Home CULTURE ARTS Arts: February 2019

Arts: February 2019


Stories of Survival: A new exhibition at Newcomb Art Museum addresses the issue and impact of women in mass incarceration.


Now on view through July 6 at Newcomb Art Museum, Per(Sister): Incarcerated Women in Louisiana is a breakthrough exhibition that presents the stories of 30 formerly incarcerated women as interpreted through new artworks created by artists from across America working in every medium. The show has been created in partnership with formerly incarcerated women (with leadership from Operation Restoration’s Dolfinette Martin and Syrita Steib-Martin), Tulane faculty, community organizations, policy advocates, law experts and the artists.

As one of the most important collaborative exhibitions to ever be presented at Newcomb Art Museum, Per(Sister) comes at a time when the nation, states and local communities are working to have collective and constructive conversations about the issue of mass incarceration. Through these new works, portraits and audio interviews, the exhibition includes stories of loss, hope, despair, survival, triumph and persistence. Woldenberg Art Center,
(504) 865-5328, newcombartmuseum.tulane.edu, persister.info

Musically Inclined: Top musical acts come to New Orleans this month.

This summer, the Grammy-nominated American rock band Panic! at the Disco released its gold-certified sixth studio album Pray For The Wicked. The album debuted at No. 1 on iTunes in 22 countries and earned the band its second consecutive No. 1 ranking on Billboard’s Top 200 Albums Chart. Panic! at the Disco is now on the second leg of its Pray For The Wicked Tour, with a performance at the Smoothie King Center Feb. 9 with opening acts Two Feet and Betty Who. The band, which was formed in Las Vegas in 2004, has gone on to win multiple awards, and, most recently, won the Favorite Artist-Alternative Rock category at the American Music Awards.

Panic! at the Disco’s latest platinum-certified single “High Hopes” is currently No. 1 at Pop, Hot AC and Alternative radio, and just cracked the Top 5 on Billboard’s Hot 100 Chart, making it the band’s biggest single since 2006’s breakout “I Write Sins Not Tragedies.” One dollar from every ticket sale from the U.S. Pray For The Wicked tour will benefit the Highest Hopes Foundation, which supports the efforts of non-profit organizations that lead, develop and advocate support for human rights. 1501 Dave Dixon Drive, (504) 587-3663, panicatthedisco.com

Meanwhile, Foo Fighters will be headlining a two-night grand opening celebration Feb. 15 and 16 for the Big Easy’s newest live music venue, The Fillmore at Harrah’s New Orleans. Trombone Shorty & Orleans Avenue will open the performance Feb. 15, while Preservation Hall Jazz Band will open Feb. 16. The 22,000-square-foot state-of-the-art live entertainment venue features signature Fillmore nostalgia alongside NOLA-inspired design details. Other upcoming performances at The Fillmore include Duran Duran, Blackberry Smoke, Cypress Hill, Willie Nelson and The Avett Brothers. 6 Canal St., (504) 881-1555, fillmorenola.com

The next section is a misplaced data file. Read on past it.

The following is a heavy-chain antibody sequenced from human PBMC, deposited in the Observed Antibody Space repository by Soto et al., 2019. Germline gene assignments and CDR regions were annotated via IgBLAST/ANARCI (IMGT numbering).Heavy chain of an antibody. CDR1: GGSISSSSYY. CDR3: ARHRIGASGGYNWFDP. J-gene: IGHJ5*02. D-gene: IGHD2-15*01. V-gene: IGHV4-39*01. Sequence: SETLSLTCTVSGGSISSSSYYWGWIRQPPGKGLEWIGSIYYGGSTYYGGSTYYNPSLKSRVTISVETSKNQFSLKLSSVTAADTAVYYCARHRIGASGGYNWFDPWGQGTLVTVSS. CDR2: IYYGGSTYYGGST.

Museum-Worthy: The New Orleans Museum of Art has reopened its Decorative Arts Galleries.
The Lupin Foundation Center for Decorative Arts on the second floor of the New Orleans Museum of Art recently reopened with a new installation drawn from the permanent collection. The newly reinstalled Lupin Galleries include 18th-century Rococo and Neoclassical furniture, paintings, silver, glass and ceramics. Other works explore the excess of 19th-century Victorian styles, while works from the turn-of-the-century Arts and Crafts Movement, Art Nouveau and Secessionists styles feature progressive designs by Christopher Dresser, Gustav Stickley and Louis Comfort Tiffany, plus works made at Newcomb College. Modernist and midcentury modern installations, including a wall of chairs designed by Ray and Charles Eames, are also included. Important works of glass from all periods punctuate the Lupin Galleries.
For the first time in the museum’s history, the galleries also include modern and contemporary design. This reimagined permanent installation explores connections between craft, design and fine art in objects created in the past 20 years. New acquisitions anchor this gallery with Marcel Wanders’ barbed-wire, cloud-like chandelier hanging above the exaggerated profile of Ron Arad’s “The Big Easy Chair.” Contemporary glass works by Dale Chihuly and New Orleans’ own Gene Koss also are included.

Meanwhile, the new Elise M. Besthoff Charitable Foundation Gallery will feature rotating exhibitions. Now through May, be sure to check out NOMA-commissioned “The Second Line” Cocktail Service by Scottish designer Geoffrey Mann. Combining several media, the glass cocktail service based on 3D printed designs is paired with an animated video that connects design to jazz music. 1 Collins Diboll Circle, (504) 658-4100, noma.org